What can city networks achieve? The experience of climate change networks provides useful insights for food ones.
FAO and RUAF have published a very comprehensive Toolkit called “Assessing and planning sustainable city region food systems”. This is the result of a 3 years journey with 7 cities to develop a methodology to analyse urban city food systems that any city around the world can apply.
Why is it so difficult for farmers operating just outside the city of Chicago to sell to people living there? This was the question that led a team of researchers from the University of Wisconsin–Madison (United States) to explore urban food logistics. Their work, published in a report entitled Regional Food Freight: Lessons from the Chicago Region, unveils the historical trends that led to the consolidation of long distance supply chains at the expense of shorter ones, and the limits of the current food freight system. It calls for a more careful integration of food diversity into urban logistics.
A team of researchers from the Technical University of Denmark and the Massachusetts Institute of Technology reviewed existing scientific evidence on the main forms of urban agriculture in northern climates. They found that given the great diversity of urban agriculture, scientific evidence about its environmental benefits remains patchy. It does, however, reveal that the method used to cultivate plants, the product and the location are the three components of the equation cities should take into account to develop environmentally sound urban agriculture policies.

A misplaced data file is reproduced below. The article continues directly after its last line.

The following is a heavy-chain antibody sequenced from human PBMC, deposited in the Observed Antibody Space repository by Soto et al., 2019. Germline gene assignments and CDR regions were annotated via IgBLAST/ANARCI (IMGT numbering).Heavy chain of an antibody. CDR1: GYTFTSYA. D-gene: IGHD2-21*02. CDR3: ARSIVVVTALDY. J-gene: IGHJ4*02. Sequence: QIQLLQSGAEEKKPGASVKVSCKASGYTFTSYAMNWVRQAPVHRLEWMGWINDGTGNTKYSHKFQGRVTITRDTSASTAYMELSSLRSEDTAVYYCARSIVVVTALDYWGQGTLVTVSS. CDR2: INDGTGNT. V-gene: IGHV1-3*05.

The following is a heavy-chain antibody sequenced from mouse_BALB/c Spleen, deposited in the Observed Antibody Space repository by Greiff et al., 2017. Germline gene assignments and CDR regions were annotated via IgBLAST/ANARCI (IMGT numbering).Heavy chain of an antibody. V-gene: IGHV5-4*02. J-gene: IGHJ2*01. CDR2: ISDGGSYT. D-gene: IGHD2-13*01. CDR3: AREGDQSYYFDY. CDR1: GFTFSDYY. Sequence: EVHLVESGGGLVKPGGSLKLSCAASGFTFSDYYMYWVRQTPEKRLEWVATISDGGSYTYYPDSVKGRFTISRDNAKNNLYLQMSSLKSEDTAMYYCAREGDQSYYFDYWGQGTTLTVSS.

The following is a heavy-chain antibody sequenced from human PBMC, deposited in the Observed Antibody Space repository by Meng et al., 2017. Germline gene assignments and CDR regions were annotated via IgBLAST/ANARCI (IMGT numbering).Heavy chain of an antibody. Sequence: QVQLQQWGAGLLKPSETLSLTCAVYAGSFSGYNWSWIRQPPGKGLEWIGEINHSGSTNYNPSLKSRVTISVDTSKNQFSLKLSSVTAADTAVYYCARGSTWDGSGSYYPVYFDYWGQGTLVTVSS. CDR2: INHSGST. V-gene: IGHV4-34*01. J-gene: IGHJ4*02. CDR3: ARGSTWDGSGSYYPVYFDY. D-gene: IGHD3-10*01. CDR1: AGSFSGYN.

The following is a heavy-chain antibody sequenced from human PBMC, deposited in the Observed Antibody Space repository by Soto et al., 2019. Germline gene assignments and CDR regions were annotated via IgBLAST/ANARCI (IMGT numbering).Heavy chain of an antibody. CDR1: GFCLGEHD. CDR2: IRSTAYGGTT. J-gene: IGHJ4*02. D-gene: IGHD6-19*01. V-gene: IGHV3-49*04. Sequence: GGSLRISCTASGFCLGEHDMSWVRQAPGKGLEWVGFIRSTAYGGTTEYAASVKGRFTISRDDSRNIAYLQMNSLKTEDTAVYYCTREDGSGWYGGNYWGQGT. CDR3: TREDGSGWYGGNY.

We do not really think about how our food gets to our urban plates. Nor do we have a clear picture of what would happen if the supply chain was disrupted. Here is an overview of key steps any city can follow to assess its own food system resilience based on Baltimore's experience.